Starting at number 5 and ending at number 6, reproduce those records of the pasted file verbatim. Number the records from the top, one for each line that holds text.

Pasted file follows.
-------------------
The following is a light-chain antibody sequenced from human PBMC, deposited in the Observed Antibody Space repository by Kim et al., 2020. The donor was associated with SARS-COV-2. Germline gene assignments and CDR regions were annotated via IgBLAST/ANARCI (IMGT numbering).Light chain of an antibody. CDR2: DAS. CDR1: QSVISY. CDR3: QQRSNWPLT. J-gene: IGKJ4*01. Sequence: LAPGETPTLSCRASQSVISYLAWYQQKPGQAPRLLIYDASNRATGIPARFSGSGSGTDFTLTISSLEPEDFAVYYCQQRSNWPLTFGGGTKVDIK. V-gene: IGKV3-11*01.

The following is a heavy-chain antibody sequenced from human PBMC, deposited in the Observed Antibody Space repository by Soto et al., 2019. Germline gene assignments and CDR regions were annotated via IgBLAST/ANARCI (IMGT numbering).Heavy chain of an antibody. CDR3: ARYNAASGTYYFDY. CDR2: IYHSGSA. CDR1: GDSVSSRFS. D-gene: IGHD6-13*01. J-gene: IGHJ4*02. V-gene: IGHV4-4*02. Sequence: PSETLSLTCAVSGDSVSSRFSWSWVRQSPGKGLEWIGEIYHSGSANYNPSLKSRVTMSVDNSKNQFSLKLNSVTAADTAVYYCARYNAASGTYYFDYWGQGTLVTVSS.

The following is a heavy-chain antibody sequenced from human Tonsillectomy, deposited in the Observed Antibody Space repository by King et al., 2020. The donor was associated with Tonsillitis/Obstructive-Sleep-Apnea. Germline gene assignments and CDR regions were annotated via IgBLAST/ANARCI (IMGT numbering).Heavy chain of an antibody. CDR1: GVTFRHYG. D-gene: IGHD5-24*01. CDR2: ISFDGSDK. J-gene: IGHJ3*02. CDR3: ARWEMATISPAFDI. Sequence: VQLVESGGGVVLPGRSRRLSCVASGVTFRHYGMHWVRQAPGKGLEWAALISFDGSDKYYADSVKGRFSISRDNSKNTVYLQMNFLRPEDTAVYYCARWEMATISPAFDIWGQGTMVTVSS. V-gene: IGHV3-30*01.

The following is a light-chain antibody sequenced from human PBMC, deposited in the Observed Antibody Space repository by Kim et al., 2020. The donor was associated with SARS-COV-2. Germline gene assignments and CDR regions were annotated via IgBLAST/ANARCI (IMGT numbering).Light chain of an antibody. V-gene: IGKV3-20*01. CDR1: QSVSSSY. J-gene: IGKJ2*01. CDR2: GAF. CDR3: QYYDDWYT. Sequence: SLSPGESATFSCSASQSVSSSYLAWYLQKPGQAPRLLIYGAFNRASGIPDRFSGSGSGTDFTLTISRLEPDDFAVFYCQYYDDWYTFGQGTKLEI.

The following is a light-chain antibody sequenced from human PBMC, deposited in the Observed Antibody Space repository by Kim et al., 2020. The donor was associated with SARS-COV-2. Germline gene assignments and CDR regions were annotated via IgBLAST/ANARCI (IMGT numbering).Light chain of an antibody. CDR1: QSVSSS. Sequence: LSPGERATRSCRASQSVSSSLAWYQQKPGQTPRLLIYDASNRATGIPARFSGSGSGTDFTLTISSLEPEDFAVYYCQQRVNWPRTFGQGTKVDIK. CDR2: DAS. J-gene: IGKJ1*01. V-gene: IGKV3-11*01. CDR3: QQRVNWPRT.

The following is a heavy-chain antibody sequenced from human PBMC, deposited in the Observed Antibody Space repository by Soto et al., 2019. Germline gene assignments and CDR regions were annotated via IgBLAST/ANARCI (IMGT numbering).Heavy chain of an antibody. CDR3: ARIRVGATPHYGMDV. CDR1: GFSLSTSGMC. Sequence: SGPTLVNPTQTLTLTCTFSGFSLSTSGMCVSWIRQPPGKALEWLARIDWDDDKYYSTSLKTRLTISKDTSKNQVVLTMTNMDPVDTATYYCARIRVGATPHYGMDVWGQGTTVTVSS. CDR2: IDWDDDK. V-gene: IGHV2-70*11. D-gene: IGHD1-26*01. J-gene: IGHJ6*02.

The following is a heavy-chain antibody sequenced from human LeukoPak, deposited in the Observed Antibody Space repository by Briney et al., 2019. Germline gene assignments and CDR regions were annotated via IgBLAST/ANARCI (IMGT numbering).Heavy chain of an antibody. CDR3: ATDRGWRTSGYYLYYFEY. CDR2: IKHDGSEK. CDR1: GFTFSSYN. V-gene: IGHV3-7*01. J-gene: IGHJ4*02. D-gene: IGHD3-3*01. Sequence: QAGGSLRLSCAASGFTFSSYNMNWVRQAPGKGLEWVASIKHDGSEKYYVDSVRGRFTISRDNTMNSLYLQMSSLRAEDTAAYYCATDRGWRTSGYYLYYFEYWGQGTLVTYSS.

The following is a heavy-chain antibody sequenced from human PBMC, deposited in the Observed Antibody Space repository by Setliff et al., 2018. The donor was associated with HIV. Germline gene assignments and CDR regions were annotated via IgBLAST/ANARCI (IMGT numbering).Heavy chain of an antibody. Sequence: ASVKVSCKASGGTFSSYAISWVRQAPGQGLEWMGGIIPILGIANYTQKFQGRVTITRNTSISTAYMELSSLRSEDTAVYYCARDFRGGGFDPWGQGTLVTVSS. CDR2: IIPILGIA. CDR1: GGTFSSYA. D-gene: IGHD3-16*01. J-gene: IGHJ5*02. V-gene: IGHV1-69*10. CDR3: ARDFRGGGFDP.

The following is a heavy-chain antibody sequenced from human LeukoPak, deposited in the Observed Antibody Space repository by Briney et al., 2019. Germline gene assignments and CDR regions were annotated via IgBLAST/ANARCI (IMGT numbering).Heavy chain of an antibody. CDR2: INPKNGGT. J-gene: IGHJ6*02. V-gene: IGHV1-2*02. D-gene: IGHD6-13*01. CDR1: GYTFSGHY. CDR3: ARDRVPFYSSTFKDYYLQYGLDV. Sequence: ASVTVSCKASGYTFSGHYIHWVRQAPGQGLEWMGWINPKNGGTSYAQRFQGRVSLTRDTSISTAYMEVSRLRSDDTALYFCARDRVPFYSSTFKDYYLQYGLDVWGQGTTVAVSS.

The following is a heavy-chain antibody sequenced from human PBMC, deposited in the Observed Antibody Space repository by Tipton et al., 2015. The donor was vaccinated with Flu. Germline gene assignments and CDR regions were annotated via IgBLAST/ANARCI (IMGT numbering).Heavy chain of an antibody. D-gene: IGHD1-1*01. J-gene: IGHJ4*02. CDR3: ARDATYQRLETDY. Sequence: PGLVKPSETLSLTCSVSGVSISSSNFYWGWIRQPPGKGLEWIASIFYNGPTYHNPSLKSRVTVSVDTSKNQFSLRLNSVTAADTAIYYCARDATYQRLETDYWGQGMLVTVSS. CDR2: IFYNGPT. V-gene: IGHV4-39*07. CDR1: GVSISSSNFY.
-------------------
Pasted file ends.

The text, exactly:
The following is a light-chain antibody sequenced from human PBMC, deposited in the Observed Antibody Space repository by Kim et al., 2020. The donor was associated with SARS-COV-2. Germline gene assignments and CDR regions were annotated via IgBLAST/ANARCI (IMGT numbering).Light chain of an antibody. CDR1: QSVSSS. Sequence: LSPGERATRSCRASQSVSSSLAWYQQKPGQTPRLLIYDASNRATGIPARFSGSGSGTDFTLTISSLEPEDFAVYYCQQRVNWPRTFGQGTKVDIK. CDR2: DAS. J-gene: IGKJ1*01. V-gene: IGKV3-11*01. CDR3: QQRVNWPRT.

The following is a heavy-chain antibody sequenced from human PBMC, deposited in the Observed Antibody Space repository by Soto et al., 2019. Germline gene assignments and CDR regions were annotated via IgBLAST/ANARCI (IMGT numbering).Heavy chain of an antibody. CDR3: ARIRVGATPHYGMDV. CDR1: GFSLSTSGMC. Sequence: SGPTLVNPTQTLTLTCTFSGFSLSTSGMCVSWIRQPPGKALEWLARIDWDDDKYYSTSLKTRLTISKDTSKNQVVLTMTNMDPVDTATYYCARIRVGATPHYGMDVWGQGTTVTVSS. CDR2: IDWDDDK. V-gene: IGHV2-70*11. D-gene: IGHD1-26*01. J-gene: IGHJ6*02.